That level of restlessness was noted by his teachers in Wesley College. As soon as he learnt to drive he was leaving his Dundrum home at five in the morning to travel over to the badminton centre at Whitehall Road to train with his team-mate Donie O'Halloran.

"I'd get home around 7.45, have a shower, and then go in to school. And I'd be sleeping for the first three classes."

"My parents knew I never really enjoyed school, I just wanted to play sport – first it was football, then badminton. I just didn't like to sit in a room for the whole day doing things I wasn't enjoying. I wanted to be outside running around.

"I started to do quite well in some tournaments when I was 14, 15, and all the time I tried to picture what the best players in Europe were doing. I assumed they were training at least twice a day, so I wanted to do more because I wanted to be better than them."

With that level of determination he persuaded his parents that school wasn't for him – and once he left, in fifth year, he would have to move away.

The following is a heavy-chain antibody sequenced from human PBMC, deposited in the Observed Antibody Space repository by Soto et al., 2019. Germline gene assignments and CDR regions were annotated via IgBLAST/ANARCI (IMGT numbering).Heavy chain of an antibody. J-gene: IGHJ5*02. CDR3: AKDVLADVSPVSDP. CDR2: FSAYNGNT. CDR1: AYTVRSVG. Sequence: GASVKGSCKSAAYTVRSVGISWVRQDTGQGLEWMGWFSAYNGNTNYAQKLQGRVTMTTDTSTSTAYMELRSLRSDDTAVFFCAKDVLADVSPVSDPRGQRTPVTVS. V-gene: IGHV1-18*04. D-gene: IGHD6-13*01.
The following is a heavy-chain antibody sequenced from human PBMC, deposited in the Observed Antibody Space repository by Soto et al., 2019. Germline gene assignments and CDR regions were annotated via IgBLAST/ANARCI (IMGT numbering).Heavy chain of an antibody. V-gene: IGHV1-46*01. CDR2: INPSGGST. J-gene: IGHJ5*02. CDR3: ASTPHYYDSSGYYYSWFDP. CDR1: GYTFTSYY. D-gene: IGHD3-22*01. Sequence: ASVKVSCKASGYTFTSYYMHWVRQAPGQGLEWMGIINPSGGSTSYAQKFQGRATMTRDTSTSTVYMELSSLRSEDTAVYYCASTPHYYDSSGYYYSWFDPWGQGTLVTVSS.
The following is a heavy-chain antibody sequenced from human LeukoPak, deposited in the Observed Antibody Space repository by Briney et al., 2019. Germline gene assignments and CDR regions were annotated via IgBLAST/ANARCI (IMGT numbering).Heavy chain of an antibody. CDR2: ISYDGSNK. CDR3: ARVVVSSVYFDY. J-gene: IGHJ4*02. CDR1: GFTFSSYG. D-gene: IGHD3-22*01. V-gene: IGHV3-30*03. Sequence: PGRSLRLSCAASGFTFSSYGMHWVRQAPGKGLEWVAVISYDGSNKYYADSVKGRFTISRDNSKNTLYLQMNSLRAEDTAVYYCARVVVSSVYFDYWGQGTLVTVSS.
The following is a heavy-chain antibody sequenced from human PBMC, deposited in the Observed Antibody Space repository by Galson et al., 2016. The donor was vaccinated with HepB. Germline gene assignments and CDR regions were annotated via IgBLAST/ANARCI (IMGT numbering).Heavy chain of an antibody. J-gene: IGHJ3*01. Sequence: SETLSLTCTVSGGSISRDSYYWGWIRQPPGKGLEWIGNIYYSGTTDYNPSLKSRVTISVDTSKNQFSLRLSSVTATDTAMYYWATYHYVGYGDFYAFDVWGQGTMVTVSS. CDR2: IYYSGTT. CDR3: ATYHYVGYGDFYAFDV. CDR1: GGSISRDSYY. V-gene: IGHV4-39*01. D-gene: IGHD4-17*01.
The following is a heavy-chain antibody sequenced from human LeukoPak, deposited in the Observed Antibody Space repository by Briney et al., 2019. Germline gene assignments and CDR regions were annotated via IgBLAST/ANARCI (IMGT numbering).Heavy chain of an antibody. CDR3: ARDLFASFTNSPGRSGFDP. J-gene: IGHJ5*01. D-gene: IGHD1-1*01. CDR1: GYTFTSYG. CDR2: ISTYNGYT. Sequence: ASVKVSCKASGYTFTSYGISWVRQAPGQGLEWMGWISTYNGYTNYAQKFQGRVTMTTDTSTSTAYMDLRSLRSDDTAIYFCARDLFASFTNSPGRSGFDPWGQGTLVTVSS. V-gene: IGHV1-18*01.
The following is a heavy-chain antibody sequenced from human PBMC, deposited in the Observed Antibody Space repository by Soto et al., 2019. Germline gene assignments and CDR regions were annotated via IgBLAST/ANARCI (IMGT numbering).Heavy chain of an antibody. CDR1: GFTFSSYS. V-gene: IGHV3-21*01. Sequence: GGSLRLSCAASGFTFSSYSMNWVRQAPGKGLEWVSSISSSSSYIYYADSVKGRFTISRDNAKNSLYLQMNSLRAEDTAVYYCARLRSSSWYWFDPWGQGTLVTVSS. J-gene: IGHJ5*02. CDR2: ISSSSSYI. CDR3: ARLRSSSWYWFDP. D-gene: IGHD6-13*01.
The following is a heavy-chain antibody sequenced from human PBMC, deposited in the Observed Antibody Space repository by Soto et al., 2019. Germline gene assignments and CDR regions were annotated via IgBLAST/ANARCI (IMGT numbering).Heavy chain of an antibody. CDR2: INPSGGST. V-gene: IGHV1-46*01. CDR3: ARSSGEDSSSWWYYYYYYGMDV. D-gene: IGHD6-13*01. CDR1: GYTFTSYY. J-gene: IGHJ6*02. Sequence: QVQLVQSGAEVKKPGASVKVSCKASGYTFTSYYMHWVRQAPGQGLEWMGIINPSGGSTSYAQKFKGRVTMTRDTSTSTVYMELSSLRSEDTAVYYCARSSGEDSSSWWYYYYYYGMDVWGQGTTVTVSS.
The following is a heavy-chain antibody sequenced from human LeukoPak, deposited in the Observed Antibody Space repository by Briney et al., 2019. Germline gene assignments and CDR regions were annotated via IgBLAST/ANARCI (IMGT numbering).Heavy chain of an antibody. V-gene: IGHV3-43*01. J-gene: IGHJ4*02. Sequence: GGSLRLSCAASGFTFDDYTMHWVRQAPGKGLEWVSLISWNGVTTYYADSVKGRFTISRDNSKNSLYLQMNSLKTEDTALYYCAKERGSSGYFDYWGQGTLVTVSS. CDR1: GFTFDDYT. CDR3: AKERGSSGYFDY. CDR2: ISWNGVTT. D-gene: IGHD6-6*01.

"It just wasn't possible for me to do what I wanted to do in Ireland. I could do all the running, all the strength training, all the footwork I wanted, but I still needed to train and practice with better players."

His talent had earned him an invitation, when he was 14, to the International Badminton Academy in Denmark, where he spent a month with his older brother Lee, and that experience convinced him that Denmark, one of the leading badminton nations, was where he needed to be.

After leaving school in fifth year, he moved back to the Academy in Copenhagen, later teaming up with coach Jim Laugesen, the former world number one who he had met previously at the Italian Open.